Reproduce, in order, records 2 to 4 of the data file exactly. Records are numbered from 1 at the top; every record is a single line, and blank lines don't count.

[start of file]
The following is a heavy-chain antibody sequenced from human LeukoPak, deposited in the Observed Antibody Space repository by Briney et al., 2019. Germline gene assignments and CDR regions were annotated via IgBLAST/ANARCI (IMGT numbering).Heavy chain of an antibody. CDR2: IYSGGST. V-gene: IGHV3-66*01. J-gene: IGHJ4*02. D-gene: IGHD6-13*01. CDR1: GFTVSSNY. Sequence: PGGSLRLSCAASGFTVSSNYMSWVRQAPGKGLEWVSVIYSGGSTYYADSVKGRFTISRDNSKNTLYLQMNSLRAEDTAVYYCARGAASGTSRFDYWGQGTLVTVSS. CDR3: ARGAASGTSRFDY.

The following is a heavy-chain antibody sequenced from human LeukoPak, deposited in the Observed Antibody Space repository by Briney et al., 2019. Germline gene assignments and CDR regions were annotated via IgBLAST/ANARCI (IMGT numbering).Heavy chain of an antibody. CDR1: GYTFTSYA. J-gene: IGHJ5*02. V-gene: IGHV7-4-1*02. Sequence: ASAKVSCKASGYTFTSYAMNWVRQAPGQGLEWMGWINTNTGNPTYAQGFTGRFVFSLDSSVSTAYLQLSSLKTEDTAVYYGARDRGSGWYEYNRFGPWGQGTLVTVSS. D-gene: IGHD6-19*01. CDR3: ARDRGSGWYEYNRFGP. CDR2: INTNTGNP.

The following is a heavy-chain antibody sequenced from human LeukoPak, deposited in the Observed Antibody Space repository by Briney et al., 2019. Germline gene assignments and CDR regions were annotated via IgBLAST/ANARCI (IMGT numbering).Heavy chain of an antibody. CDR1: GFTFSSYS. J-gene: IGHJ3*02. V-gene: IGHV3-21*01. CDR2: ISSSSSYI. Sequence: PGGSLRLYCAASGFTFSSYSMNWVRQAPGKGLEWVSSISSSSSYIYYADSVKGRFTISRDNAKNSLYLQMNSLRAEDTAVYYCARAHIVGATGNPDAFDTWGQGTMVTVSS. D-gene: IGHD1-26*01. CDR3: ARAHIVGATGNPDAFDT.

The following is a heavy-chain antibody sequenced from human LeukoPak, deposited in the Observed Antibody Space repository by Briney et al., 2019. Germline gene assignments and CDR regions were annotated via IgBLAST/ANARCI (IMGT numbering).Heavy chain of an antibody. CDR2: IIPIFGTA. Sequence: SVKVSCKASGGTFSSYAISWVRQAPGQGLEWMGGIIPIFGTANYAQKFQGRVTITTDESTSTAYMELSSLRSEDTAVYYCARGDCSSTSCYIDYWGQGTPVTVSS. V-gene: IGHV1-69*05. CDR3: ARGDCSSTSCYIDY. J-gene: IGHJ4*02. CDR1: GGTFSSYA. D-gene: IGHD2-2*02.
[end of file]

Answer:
The following is a heavy-chain antibody sequenced from human LeukoPak, deposited in the Observed Antibody Space repository by Briney et al., 2019. Germline gene assignments and CDR regions were annotated via IgBLAST/ANARCI (IMGT numbering).Heavy chain of an antibody. CDR1: GYTFTSYA. J-gene: IGHJ5*02. V-gene: IGHV7-4-1*02. Sequence: ASAKVSCKASGYTFTSYAMNWVRQAPGQGLEWMGWINTNTGNPTYAQGFTGRFVFSLDSSVSTAYLQLSSLKTEDTAVYYGARDRGSGWYEYNRFGPWGQGTLVTVSS. D-gene: IGHD6-19*01. CDR3: ARDRGSGWYEYNRFGP. CDR2: INTNTGNP.

The following is a heavy-chain antibody sequenced from human LeukoPak, deposited in the Observed Antibody Space repository by Briney et al., 2019. Germline gene assignments and CDR regions were annotated via IgBLAST/ANARCI (IMGT numbering).Heavy chain of an antibody. CDR1: GFTFSSYS. J-gene: IGHJ3*02. V-gene: IGHV3-21*01. CDR2: ISSSSSYI. Sequence: PGGSLRLYCAASGFTFSSYSMNWVRQAPGKGLEWVSSISSSSSYIYYADSVKGRFTISRDNAKNSLYLQMNSLRAEDTAVYYCARAHIVGATGNPDAFDTWGQGTMVTVSS. D-gene: IGHD1-26*01. CDR3: ARAHIVGATGNPDAFDT.

The following is a heavy-chain antibody sequenced from human LeukoPak, deposited in the Observed Antibody Space repository by Briney et al., 2019. Germline gene assignments and CDR regions were annotated via IgBLAST/ANARCI (IMGT numbering).Heavy chain of an antibody. CDR2: IIPIFGTA. Sequence: SVKVSCKASGGTFSSYAISWVRQAPGQGLEWMGGIIPIFGTANYAQKFQGRVTITTDESTSTAYMELSSLRSEDTAVYYCARGDCSSTSCYIDYWGQGTPVTVSS. V-gene: IGHV1-69*05. CDR3: ARGDCSSTSCYIDY. J-gene: IGHJ4*02. CDR1: GGTFSSYA. D-gene: IGHD2-2*02.